The NCAA, the non-profit organization that regulates athletes of 1,281 North American institutions, has always been a hotbed of controversy. The organization, which during the 2016-2017 season brought in over a billion dollars in revenue, has monopolized amateur athleticism on the backs of young men and women who are, by rule, barred from ever seeing a single penny of that revenue.

Players and their families are unable to collect any form of payments or gifts, and can even be suspended for receiving money for their own signatures. So while players put their bodies on the line every single week and never receive payment, others are raking in the money. During the 2015 calendar year, Mark Emmert, President of the NCAA, was credited with more than $1.9 million in total compensation.

In fact, a quick Google search will show that college football and basketball coaches are the highest-paid public employees in almost every state. So basically everyone involved in college athletics is seeing the results of these massive profits being brought in. Everyone except the people actually playing the games, of course.

It should come as no surprise that an organization with that much money, being made in essence by a group of unpaid interns, would be a suspect for corruption. It all came to a head late last year when the FBI announced they were investigating allegations of fraud and corruption throughout college basketball’s recruiting channels.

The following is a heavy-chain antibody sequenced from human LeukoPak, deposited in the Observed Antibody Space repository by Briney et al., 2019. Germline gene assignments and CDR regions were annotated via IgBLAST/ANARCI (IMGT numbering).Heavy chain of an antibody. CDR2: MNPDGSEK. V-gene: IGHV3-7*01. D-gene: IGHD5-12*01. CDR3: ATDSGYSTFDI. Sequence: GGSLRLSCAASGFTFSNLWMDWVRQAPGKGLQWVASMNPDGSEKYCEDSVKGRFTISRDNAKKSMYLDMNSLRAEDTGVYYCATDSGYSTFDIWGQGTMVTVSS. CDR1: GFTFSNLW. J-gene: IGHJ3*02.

The first trial in the FBI investigation kicked off earlier this month, and for a more in-depth look at what exactly is at stake, read Matt Norlander’s article over at CBS Sports . The short version, however, is that there was a system in place to bribe players and their families in order to get them to choose particular schools to attend, with some players even being given up to $100,000.

Unsurprisingly, it was not a single person or a single school that was guilty of these practices, but rather it is a larger, unspoken system that has been in place for a long time. Despite an apparent wide-spread knowledge that these systems are in place, players weren’t left with many options other than to shut up, accept it, and hope they don’t get injured before being eligible for the pros.

Now, another marquee player is potentially in trouble due to having the audacity of trying to make some money for doing his job. Zion Williamson, the YouTube sensation turned Duke basketball player, is awaiting to hear if his eligibility for the upcoming season is in jeopardy.

The incident started when a wiretap transcript was read aloud in the courtroom of the federal investigation into college basketball corruption. The transcript alleges that Williamson’s stepfather solicited or received money from Kansas before declaring for Duke.

If these allegations are proven to be true, Josephine Potuto, a law professor at the University of Nebraska, says, “An agent’s activity on behalf of a prospect renders the prospect ineligible under NCAA amateurism rules. An amateurism violation affects an athlete at all NCAA schools. Amateurism violations are not dependent on where the athlete enrolls.”